Friday, November 26, 2010

The Damp November of the Soul

Was it my imagination? Ever since the time changed earlier this month I’d been feeling sort of blah---no energy, wanting to take a nap in the afternoon, difficulty focusing on work and projects, craving for sweets, putting on a lot of weight, no desire to go out and deal with other people---“social withdrawal.”

Whenever I find myself growing grim about the mouth; whenever it is a damp, drizzly November in my soul; whenever I find myself involuntarily pausing before coffin warehouses, and bringing up the rear of every funeral I meet; and especially whenever my hypos get such an upper hand of me, that it requires a strong moral principle to prevent me from deliberately stepping into the street, and methodically knocking people's hats off -- then, I account it high time to get to sea as soon as I can.

--Melville in Moby Dick

OMG, these are classic symptoms of Seasonal Affective Disorder (SAD), a form of depression that occurs in relation to the seasons, most commonly beginning in winter!

SAD was first systematically reported and named in the early 1980s by Norman E. Rosenthal, M.D., and his associates at the National Institute of Mental Health (NIMH). Rosenthal was initially motivated by his desire to discover the cause of his own experience of depression during the dark days of the northern US winter. He theorized that the lesser amount of light in winter was the cause. Rosenthal and his colleagues then documented the phenomenon of SAD in a placebo-controlled study utilizing light therapy. A paper based on this research was published in 1984. Although Rosenthal's ideas were initially greeted with skepticism, SAD has become well recognized, and his 1993 book, Winter Blues has become the standard introduction to the subject.

It’s hard to believe that the amount of ambient light reaching your retinas during daylight hours would have such an effect on your mood, but it does. Think about the number of animals that go into hibernation or “winter sleep.” Who is to say that a residual effect of this impulse doesn’t occur in modern humans?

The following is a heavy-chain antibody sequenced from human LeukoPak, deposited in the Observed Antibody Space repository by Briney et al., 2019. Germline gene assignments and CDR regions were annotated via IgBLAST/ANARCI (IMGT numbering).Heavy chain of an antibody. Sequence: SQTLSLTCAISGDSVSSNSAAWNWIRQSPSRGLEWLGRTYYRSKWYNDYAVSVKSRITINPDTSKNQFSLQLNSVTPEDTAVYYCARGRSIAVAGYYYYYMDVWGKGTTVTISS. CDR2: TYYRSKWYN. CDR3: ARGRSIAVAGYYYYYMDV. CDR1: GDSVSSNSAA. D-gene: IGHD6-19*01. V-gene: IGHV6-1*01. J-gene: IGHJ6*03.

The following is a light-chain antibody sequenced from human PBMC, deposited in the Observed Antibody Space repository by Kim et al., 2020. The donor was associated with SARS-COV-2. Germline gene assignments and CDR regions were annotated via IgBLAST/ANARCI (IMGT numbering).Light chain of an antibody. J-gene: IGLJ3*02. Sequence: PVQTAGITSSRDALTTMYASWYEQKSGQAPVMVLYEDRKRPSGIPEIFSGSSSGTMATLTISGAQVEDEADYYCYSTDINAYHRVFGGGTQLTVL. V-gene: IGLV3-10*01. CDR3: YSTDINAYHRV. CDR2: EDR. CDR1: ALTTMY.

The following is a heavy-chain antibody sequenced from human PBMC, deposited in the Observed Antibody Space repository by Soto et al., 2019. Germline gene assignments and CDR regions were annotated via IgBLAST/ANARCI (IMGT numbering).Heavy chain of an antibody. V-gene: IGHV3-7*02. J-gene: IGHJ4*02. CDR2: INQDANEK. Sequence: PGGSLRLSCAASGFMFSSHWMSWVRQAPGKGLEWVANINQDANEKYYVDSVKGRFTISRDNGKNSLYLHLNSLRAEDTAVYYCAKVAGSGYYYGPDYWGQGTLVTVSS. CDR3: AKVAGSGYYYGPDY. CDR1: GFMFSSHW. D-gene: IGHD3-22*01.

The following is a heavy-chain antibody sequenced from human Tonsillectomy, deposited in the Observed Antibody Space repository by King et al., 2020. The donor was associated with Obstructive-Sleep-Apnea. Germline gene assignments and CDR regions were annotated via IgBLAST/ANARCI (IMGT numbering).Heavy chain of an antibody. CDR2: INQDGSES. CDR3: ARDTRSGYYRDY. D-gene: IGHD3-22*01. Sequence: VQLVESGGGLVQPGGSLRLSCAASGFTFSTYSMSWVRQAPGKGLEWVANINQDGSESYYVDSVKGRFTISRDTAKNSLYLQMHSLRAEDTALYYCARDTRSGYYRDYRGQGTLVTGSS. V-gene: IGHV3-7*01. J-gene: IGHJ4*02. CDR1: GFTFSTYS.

Although they say it doesn’t affect everyone, Subsyndromal Seasonal Affective Disorder, a milder form of SAD, is experienced by an estimated 14.3% (vs. 6.1% SAD) of the U.S. population. The disorder may begin in adolescence or early adulthood. I remember my first twinges of it at that age, just before moving to Florida (from Vermont).

It’s said that the blue feeling experienced by SAD sufferers can usually be dampened or extinguished by exercise and increased outdoor activity, particularly on sunny days, resulting in increased solar exposure. Certainly Florida living with its warm weather and outdoors lifestyle cuts down of the endocrine, hormonal (or whatever) effects causing Seasonal Affective Disorder. But I’ve known people even there who were “victims” of this malady.

Now that we are living in North Carolina, it’s come back. As soon as I realized what might be happening, I started spending more time outside in the sunlight during the morning. Yes, it does seem to be working.

In some northern areas people use a light box. It seems a little ridiculous to picture someone eating their breakfast next to an array of 100 watt light bulbs, but they say it works. And for those who suffer from this syndrome, it enables them to ward off depression.

There was a businessman from Connecticut, who may or may not have been a SAD sufferer, but when he became successful, he built an indoor pool with banks of sunlamps and tropical foliage. There he drank his morning coffee, before the sun even came up. I really think he had the right idea.

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